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Cheney says U.S. committed to Georgia's NATO membership 2008-09-04 17:03:04  

    TBILISI, Sept. 4 (Xinhua) --

U.S. Vice President Dick Cheney Thursday reaffirmed America's commitment to Georgia's bid for NATO membership as he landed here for a brief visit to extend U.S. support to the Caucasus nation following its recent conflict with Russia.

    "America is fully committed to Georgia's membership action plan for NATO and to its eventual membership in the alliance," Cheney said after meeting with Georgian leader Mikheil Saakashvili. "Georgia will be in our alliance," he said.

    Cheney is the highest-ranking official to visit Tbilisi since its conflict with Russia began in early August, when Tbilisi sent in troops to reclaim South Ossetia, a breakaway region of Georgia, and Russia quickly mounted a counter-offensive to drive out the Georgian troops.

    Cheney slammed Russia's military action as an "illegitimate" attempt to change Georgia's borders "by force," saying they "have cast grave doubt on Russia's intentions and on its reliability as an international partner."

    But Moscow has argued its military operations were intended to protect civilians and enforce peace in the region. The fighting ended with a ceasefire agreement brokered by France.

    Cheney's trip came on the heels of a White House announcement of a 1-billion-U.S.-dollar aid package to Tbilisi to "meet Georgia's humanitarian needs and to support its economic recovery."

    The assistance "will help the people of Georgia recover from the assault on their country, and continue to build a prosperous and competitive economy," U.S. President George W. Bush said in a statement Wednesday.

    More than half of the funds will be made available in the near term, Bush said.

    Prior to the new aid package, the United States has provided nearly 30 million dollars in aid to Georgia since the conflict erupted, including 1,200 tons of food and other relief supplies, according to the White House.

    After meeting Cheney, Saakashvili thanked the U.S. for its assistance to Georgia and said his country wants a dialogue with "all nations in the neighborhood and worldwide."

    Cheney stayed in Georgia for about four hours and headed on to Ukraine on his four-nation tour that will also take him to Italy.

    On Wednesday, he visited neighboring Azerbaijan, a resources-rich Caspian Sea nation that straddles major pipelines taking oil and gas to the West.

    At a meeting Wednesday with Azerbaijan's President Ilham Aliyev, Cheney said that the United States has "deep and abiding interests" in the security of the region.

    "We must work with Azerbaijan and other countries in the Caucasus and Central Asia on additional routes for energy exports that ensure the free flow of resources," he said. "Energy security is essential to us all, and the matter is becoming increasingly urgent."

Editor: Bi Mingxin

Cheney: U.S. supports Georgia's NATO bid

Russia Today, September 5, 2008, 2:02

U.S. Vice President Dick Cheney visited Georgia's capital Tbilisi on Thursday and is now in Ukraine. The visit comes as U.S. Secretary of State Condoleezza Rice has said Washington will donate more than $US 1 billion worth of economic aid to Georgia.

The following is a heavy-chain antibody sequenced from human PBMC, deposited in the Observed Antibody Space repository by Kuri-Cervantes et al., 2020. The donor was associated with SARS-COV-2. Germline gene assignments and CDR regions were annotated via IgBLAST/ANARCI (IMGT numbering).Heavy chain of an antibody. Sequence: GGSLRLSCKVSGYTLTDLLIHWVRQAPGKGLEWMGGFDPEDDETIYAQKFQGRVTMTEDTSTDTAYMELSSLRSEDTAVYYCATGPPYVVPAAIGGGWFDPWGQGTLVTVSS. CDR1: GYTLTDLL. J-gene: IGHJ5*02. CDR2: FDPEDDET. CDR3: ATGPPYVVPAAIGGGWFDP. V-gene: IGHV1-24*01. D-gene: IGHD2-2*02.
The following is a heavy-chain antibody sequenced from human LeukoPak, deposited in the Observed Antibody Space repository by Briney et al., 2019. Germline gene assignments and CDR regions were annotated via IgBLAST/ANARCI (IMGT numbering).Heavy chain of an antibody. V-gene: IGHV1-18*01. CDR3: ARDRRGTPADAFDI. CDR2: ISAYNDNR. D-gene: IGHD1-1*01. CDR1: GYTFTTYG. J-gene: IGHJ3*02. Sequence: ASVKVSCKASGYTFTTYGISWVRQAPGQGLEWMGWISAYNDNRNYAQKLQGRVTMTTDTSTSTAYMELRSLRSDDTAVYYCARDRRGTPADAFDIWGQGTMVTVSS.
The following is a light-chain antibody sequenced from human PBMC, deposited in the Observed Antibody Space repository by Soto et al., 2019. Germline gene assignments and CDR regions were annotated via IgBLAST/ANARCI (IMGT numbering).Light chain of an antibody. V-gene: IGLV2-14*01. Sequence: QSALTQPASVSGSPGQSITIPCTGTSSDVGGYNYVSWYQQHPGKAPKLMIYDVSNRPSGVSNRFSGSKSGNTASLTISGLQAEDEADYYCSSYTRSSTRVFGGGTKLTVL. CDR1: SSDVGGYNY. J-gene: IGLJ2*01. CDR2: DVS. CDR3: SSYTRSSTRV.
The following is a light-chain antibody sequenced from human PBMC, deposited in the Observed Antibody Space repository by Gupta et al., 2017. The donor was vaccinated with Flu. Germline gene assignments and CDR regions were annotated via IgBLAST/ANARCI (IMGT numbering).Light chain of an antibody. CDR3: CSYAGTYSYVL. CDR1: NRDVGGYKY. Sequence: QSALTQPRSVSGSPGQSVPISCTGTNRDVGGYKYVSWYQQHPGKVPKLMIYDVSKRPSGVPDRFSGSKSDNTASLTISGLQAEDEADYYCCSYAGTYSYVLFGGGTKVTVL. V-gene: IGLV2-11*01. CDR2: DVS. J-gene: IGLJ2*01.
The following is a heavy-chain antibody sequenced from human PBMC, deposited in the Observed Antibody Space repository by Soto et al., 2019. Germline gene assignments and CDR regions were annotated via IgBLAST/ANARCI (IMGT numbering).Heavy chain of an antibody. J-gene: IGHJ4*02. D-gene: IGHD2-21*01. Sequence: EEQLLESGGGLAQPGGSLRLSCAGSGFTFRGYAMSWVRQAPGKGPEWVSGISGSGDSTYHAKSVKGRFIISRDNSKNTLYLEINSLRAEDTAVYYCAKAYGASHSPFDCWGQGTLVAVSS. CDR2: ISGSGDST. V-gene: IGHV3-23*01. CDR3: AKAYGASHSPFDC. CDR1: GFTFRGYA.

At the start of his visit Cheney said that the U.S. has a deep and unbending interest in the region.

Cheney has again confirmed that the U.S. would support Georgia's efforts to join NATO.

He said that Russia was the "aggressor" in the recent South Ossetian war. His comments were not a surprise - he is one of the harshest critics of Moscow in the U.S. administration.

The Vice President also spoke about the promised $1 billion U.S. aid package to Georgia.
Condoleezza Rice on Tuesday said the cash would meet “Georgia's pressing humanitarian needs and facilitate its economic reconstruction.”

She added that the spending would be over several years, but would “begin now under President Bush and we believe strongly will endure during the next U.S. administration.”
"These funds will support reconstruction, humanitarian needs, the resettlement of displaced persons and other vital priorities. President Bush has also directed a range of American government agencies to give additional support to Georgia's economy by promoting greater economic trade and investment in this country," said Cheney at a news conference with President Sakkashvili on Wednesday.

A major concern to Moscow is that a large part of the weaponry used by Georgian troops was provided by the United States. It says that for several years the United States has been equipping and arming Georgian forces.

Recent American humanitarian aid packages sent to Georgia have raised speculation about clandestine arms shipments as they were delivered in locked containers and officials would not reveal their contents.

Meanwhile, many Americans are calling into question America's responsibility to Georgia, arguing that the U.S. government should take care of the economic situation at home first and that Georgia should solve its own problems and not rely on foreign aid.

Washington has already provided about $US 30 million in emergency humanitarian aid to Georgia since early August.

The vice president of the U.S. Defense and Foreign Policy studies, Ted Carpenter, says that Washington’s political involvement in Georgia could “poison” relations with Russia.

"I worry that the Bush administration is flirting with deeper involvement not only in Georgia, but in terms of trying to hem in Russia with an assortment of other allies and clients. And this could really poison the relationship between Washington and Moscow. No rational person in either country should want a second Cold War," he said.

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